Hazmat

Situational Awareness: The First Line of Defense

Issue 110 and Volume 162.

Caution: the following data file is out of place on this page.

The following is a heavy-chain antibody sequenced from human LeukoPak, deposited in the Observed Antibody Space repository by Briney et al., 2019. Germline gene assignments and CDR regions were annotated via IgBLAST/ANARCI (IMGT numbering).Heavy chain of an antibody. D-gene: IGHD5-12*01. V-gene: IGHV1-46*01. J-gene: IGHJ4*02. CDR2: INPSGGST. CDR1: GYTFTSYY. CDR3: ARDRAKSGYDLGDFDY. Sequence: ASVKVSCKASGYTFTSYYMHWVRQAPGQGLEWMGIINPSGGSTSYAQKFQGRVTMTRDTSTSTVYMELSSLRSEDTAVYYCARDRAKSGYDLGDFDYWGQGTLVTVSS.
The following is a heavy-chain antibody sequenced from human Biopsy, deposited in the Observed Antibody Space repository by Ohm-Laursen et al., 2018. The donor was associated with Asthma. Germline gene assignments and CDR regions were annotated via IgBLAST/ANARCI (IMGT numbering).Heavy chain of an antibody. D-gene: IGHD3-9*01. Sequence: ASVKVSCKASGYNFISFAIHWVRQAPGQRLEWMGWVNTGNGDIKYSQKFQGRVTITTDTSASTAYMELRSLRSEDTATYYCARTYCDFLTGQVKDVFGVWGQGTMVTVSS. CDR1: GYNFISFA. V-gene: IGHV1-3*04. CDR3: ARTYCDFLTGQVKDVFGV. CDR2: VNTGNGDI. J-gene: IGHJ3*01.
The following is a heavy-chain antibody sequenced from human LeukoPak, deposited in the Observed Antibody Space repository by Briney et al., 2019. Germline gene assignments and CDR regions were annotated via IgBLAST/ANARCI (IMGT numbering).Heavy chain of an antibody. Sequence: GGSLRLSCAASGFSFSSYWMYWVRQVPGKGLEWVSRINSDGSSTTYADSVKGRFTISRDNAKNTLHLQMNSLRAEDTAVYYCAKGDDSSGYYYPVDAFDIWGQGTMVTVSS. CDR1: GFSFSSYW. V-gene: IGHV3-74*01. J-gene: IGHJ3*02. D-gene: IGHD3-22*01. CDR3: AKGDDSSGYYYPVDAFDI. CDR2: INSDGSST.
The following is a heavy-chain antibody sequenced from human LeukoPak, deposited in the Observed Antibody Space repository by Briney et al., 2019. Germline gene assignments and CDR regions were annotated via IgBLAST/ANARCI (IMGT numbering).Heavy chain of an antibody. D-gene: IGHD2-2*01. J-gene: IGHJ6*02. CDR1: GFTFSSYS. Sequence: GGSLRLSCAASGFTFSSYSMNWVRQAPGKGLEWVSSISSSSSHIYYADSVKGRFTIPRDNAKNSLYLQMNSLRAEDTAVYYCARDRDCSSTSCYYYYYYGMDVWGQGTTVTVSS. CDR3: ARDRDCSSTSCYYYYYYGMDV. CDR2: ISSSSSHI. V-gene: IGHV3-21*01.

BY ERIC G. BACHMAN Every day, emergency services workers are dispatched to incidents of varying natures, and the public expects them to fix whatever the problem is. Often, the person calling 911 provides inaccurate, vague, and even totally incorrect information. This places emergency services personnel at a greater disadvantage, since even the basic information they need to prepare for what they may be encountering is missing. A key element to responding to any emergency is situational awareness of what will or may happen. Many indicators provide evidence or clues of a problem that exists. For fire events, alarm system activation, sprinkler system water flow, and obvious smoke and fire are indicators of real or potential fire conditions. For incidents involving hazardous materials, the indicators may not be as obvious. Responding to a hazardous materials incident blindly can result in harm to responders. When responding to a potential hazardous materials incident,…

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